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How Do I Get a Visa to Study in the United States?

Robyn Stewart

Written by Robyn Stewarton May 2nd, 2017

Prior to joining College Coach, I was a financial aid officer at the College of the Holy Cross and an education advisor at two TRIO program locations. I work with the Massachusetts Education Finance Authority (MEFA) to present paying for college workshops to hundreds of families across the state. I'm a graduate of UMass Amherst and have a master in counseling from Northeastern University.
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Congratulations! You have been accepted to study in the United States! Last year, over one million international students studied in the U.S. in a variety of programs—from a six-month certificate to graduate-level work. Students pursued a diverse range of fields, including business, engineering, math and computer sciences, social sciences, and physical and life sciences. As a citizen of another country, you will need a student visa to study in the U.S., but today’s political climate is leaving many hopeful international students anxious about the visa process. Visit to find out what to expect on your journey, and check out this brief outline of the visa process. Apply First: Your first step is to apply to a program of study at a college or university in the United States. Schools must be included on the Department of Homeland Security’s list of Student and Exchange Visitor Program (SEVP) certified institutions. Proof of Financial Support: There are several points along the way where students must provide financial documentation in order to secure a student visa.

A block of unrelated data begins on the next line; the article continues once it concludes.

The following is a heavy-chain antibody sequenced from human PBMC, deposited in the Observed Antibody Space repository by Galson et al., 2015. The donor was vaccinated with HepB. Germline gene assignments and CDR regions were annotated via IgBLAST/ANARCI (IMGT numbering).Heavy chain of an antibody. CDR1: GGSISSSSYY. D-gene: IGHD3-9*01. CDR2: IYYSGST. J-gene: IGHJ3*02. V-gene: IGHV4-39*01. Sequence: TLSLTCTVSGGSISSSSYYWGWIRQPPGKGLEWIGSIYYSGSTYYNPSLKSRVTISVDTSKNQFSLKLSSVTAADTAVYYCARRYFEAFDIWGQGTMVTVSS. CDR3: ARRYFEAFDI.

• Universities require students to demonstrate adequate financial support to live and study in the U.S. Students should check the university’s website for specific requirements. Some universities will require that students provide documentation supporting a year of costs, and others require proof of funding for the entire program of study prior to issuing paperwork to students.
  • Financial documentation may also be part of the visa application. Applications may be stronger if the financial support comes from family, employers, or other institutional sponsors located in the home country. Students often provide additional information about family accounts, such as a letter from a bank official stating how long the account has been open and details about balance averages and deposit history. It can be a good idea to have these accounts held at larger, international banks which are accustomed to working with U.S. universities and are easily able to provide English translations or documentation.